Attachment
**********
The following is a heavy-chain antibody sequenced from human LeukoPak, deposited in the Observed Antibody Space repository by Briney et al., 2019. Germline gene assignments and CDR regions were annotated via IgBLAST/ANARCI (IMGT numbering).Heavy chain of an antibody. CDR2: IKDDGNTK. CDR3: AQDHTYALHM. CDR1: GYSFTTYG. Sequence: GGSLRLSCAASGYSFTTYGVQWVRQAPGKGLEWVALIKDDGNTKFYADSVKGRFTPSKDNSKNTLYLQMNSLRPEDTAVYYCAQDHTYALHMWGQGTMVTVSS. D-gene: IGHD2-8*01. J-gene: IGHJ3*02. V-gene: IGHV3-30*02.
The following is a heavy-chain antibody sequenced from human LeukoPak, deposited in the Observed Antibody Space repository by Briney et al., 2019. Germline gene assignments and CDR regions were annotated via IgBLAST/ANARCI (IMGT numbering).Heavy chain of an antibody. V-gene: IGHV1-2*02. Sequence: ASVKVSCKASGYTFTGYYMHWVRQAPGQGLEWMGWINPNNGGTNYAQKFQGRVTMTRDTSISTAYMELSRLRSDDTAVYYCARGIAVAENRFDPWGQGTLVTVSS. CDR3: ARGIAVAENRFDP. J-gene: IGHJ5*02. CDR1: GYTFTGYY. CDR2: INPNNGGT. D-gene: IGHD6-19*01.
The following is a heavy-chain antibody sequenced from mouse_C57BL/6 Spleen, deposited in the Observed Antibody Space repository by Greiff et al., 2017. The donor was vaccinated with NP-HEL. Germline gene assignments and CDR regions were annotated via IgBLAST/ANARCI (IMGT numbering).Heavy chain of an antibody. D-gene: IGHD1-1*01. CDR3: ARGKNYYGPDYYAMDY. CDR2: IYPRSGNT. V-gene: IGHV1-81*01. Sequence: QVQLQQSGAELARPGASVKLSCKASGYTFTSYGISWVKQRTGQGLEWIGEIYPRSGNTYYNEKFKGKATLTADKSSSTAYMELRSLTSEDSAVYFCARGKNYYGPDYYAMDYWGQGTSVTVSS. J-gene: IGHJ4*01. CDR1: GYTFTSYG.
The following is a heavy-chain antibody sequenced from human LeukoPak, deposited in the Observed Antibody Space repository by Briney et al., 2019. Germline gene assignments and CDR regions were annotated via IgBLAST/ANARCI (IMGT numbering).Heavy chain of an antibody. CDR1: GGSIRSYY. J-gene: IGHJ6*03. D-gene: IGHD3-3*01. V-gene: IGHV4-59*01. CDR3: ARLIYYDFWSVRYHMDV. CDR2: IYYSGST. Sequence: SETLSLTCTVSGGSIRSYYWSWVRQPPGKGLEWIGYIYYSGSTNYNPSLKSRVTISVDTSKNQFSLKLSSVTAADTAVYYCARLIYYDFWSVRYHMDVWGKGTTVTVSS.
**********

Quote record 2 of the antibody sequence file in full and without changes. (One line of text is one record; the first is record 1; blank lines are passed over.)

The following is a heavy-chain antibody sequenced from human LeukoPak, deposited in the Observed Antibody Space repository by Briney et al., 2019. Germline gene assignments and CDR regions were annotated via IgBLAST/ANARCI (IMGT numbering).Heavy chain of an antibody. V-gene: IGHV1-2*02. Sequence: ASVKVSCKASGYTFTGYYMHWVRQAPGQGLEWMGWINPNNGGTNYAQKFQGRVTMTRDTSISTAYMELSRLRSDDTAVYYCARGIAVAENRFDPWGQGTLVTVSS. CDR3: ARGIAVAENRFDP. J-gene: IGHJ5*02. CDR1: GYTFTGYY. CDR2: INPNNGGT. D-gene: IGHD6-19*01.